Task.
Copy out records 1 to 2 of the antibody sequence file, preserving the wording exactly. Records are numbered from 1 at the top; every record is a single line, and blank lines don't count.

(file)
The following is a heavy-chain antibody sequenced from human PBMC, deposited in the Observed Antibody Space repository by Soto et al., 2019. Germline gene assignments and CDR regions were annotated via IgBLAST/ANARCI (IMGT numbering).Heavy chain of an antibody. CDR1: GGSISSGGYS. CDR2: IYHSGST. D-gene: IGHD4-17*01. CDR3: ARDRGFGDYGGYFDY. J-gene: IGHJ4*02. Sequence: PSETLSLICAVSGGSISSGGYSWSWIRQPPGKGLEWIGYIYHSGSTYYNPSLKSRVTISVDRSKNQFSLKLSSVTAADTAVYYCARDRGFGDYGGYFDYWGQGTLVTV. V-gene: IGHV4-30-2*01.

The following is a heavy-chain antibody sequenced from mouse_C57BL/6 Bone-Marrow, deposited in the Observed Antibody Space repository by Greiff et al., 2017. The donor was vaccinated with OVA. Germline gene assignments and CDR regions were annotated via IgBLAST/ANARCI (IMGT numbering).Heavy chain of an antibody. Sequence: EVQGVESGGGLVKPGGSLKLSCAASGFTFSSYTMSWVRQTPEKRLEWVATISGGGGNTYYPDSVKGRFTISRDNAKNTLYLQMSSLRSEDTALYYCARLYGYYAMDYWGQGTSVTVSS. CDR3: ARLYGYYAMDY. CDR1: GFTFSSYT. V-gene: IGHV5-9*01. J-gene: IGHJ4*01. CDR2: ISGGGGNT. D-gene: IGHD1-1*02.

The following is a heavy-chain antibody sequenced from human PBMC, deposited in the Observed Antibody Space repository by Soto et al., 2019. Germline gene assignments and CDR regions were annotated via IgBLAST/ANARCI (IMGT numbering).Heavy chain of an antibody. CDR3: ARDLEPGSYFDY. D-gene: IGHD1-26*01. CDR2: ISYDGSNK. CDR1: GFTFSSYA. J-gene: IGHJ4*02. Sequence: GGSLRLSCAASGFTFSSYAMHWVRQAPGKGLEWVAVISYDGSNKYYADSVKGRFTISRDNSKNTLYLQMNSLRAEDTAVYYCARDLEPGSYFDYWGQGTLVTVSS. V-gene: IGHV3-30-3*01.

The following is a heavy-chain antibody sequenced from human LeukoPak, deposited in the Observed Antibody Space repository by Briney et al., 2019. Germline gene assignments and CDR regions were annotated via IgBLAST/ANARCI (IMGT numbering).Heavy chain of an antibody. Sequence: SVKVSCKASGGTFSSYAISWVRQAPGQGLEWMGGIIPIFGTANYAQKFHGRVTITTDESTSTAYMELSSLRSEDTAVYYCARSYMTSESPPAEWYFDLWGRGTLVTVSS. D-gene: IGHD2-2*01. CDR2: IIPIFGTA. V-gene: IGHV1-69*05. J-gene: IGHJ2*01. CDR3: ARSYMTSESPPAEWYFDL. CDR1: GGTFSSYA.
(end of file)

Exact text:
The following is a heavy-chain antibody sequenced from human PBMC, deposited in the Observed Antibody Space repository by Soto et al., 2019. Germline gene assignments and CDR regions were annotated via IgBLAST/ANARCI (IMGT numbering).Heavy chain of an antibody. CDR1: GGSISSGGYS. CDR2: IYHSGST. D-gene: IGHD4-17*01. CDR3: ARDRGFGDYGGYFDY. J-gene: IGHJ4*02. Sequence: PSETLSLICAVSGGSISSGGYSWSWIRQPPGKGLEWIGYIYHSGSTYYNPSLKSRVTISVDRSKNQFSLKLSSVTAADTAVYYCARDRGFGDYGGYFDYWGQGTLVTV. V-gene: IGHV4-30-2*01.

The following is a heavy-chain antibody sequenced from mouse_C57BL/6 Bone-Marrow, deposited in the Observed Antibody Space repository by Greiff et al., 2017. The donor was vaccinated with OVA. Germline gene assignments and CDR regions were annotated via IgBLAST/ANARCI (IMGT numbering).Heavy chain of an antibody. Sequence: EVQGVESGGGLVKPGGSLKLSCAASGFTFSSYTMSWVRQTPEKRLEWVATISGGGGNTYYPDSVKGRFTISRDNAKNTLYLQMSSLRSEDTALYYCARLYGYYAMDYWGQGTSVTVSS. CDR3: ARLYGYYAMDY. CDR1: GFTFSSYT. V-gene: IGHV5-9*01. J-gene: IGHJ4*01. CDR2: ISGGGGNT. D-gene: IGHD1-1*02.